Administration’s words, deeds on Africa are colliding
NAIROBI NATIONAL PARK, Kenya — On the outskirts of a sprawling reserve of Kenyan grasslands where endangered animals roam wild, U.S. Secretary of State Rex Tillerson lavished praise on an American-funded forensics lab that tracks down elephant-poachers for prosecution, and urged aggressive action in Africa on conservation.
Yet earlier this month, the Trump administration quietly lifted the U.S. ban on importing African elephant trophies, to the dismay of environmental groups who said it sends precisely the wrong message.
U.S. words and deeds are colliding as Tillerson travels across Africa. On trade policy, HIV/AIDS and humanitarian aid, the United States at times seems at odds with itself, muddying efforts to show it wants the continent to flourish and is here to help.
In the case of the elephants, conservationists appeared to have a powerful ally in President Donald Trump, who intervened personally last year to stop the U.S. Fish and Wildlife Service from lifting the Obama-era ban on tusks imported from Zambia and Zimbabwe. Trump took to Twitter to call the practice a “horror show.”
At the forensics lab at Nairobi National Park, the only such lab in east and central Africa, Tillerson agreed Sunday when famed conservationist Richard Leakey warned that the “huge interest” in wildlife products such as elephant and rhinoceros parts was fueling the international trafficking trade.
Democrat seeks coal-country help in Pa. House election
WAYNESBURG, Pa. — Democrat Conor Lamb went to Pennsylvania’s coal country for help in the final days before the first congressional election of 2018, telling union members Sunday that he won’t forget their support in a close race widely viewed as a key test of support for Republicans ahead of November’s midterms.
Lamb’s race against Republican Rick Saccone has crystallized the debate over whether a younger, charismatic Democrat appealing to win back traditionally Democratic voters can overcome a veteran Republican counting on party loyalty to carry him to victory in a GOP-leaning district at a time when President Donald Trump is pushing hard for the Republican, but remains a divisive figure.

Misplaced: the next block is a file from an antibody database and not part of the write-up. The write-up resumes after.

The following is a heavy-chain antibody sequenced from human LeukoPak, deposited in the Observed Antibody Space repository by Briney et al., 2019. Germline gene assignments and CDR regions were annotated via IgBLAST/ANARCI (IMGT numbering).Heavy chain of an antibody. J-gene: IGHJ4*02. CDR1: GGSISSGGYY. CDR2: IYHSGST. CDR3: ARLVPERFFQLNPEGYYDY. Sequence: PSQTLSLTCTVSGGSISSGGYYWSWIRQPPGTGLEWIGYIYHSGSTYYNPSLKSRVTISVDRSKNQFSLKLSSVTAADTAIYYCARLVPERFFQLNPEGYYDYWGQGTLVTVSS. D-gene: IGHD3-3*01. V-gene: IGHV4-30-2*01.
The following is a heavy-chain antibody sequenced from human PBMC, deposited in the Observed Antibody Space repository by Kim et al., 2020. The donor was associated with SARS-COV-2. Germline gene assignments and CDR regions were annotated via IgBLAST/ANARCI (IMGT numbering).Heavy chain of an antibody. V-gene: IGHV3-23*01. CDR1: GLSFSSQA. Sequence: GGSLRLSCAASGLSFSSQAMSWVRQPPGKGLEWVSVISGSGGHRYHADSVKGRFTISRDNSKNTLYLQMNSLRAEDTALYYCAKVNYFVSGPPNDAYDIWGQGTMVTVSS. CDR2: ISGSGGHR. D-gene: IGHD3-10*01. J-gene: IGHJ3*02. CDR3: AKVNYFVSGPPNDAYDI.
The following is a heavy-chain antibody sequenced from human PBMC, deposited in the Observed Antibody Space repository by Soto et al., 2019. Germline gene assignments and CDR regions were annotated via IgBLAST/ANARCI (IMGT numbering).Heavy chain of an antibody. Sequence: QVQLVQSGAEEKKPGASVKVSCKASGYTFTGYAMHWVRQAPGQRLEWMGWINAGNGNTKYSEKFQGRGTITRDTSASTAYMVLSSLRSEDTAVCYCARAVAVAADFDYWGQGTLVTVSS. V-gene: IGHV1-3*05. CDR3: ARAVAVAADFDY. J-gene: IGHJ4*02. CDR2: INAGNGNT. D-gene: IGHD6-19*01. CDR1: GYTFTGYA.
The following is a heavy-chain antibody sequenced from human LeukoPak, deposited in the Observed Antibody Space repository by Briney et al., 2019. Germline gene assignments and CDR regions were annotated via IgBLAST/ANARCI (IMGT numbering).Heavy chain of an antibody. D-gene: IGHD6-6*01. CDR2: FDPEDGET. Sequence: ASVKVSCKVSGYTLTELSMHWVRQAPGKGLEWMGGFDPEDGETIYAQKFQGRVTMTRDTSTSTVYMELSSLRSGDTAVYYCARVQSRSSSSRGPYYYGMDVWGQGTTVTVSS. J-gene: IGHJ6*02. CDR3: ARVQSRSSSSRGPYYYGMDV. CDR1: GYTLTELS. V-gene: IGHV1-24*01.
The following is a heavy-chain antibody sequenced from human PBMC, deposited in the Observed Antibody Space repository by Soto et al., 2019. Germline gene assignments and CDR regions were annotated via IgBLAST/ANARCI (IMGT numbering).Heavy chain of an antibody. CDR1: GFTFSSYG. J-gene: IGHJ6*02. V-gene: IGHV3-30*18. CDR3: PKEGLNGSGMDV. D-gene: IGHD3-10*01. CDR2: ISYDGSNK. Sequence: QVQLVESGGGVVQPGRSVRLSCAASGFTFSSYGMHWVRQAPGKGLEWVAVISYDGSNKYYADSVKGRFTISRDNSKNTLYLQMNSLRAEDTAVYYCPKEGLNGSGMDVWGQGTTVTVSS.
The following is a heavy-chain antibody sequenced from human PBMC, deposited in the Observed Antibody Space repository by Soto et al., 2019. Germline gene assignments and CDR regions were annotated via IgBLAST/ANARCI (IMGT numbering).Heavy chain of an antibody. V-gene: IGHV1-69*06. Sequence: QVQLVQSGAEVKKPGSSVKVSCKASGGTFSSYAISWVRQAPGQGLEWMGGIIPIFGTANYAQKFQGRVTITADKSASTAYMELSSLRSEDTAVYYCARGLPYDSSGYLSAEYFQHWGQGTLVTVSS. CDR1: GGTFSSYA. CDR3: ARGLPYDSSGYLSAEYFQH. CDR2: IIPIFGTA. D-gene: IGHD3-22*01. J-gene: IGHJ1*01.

Lamb, wearing muddy work boots, jeans and a green fleece top, told those inside a packed cinderblock building on the fairgrounds that keeping promises to fully fund labor union pensions, Medicare and Social Security is “non-negotiable.” He attacked Republicans as forgetting what it means to honor a promise.
“People have paid into these programs over the course of a lifetime,” Lamb told more than 300 retired coal miners and Democratic activists in Waynesburg, 40 miles south of Pittsburgh. “I do not believe, as (House Speaker) Paul Ryan does, that these are entitlements or another form of welfare.”
Trump has visited the district twice — including a rally Saturday night — in an effort to buoy Republican Saccone in a southwestern Pennsylvania district Trump won by nearly 20 percentage points over Democrat Hillary Clinton in 2016. Republican groups have heavily outspent Democratic groups on the race, a sign of the GOP’s fear of losing.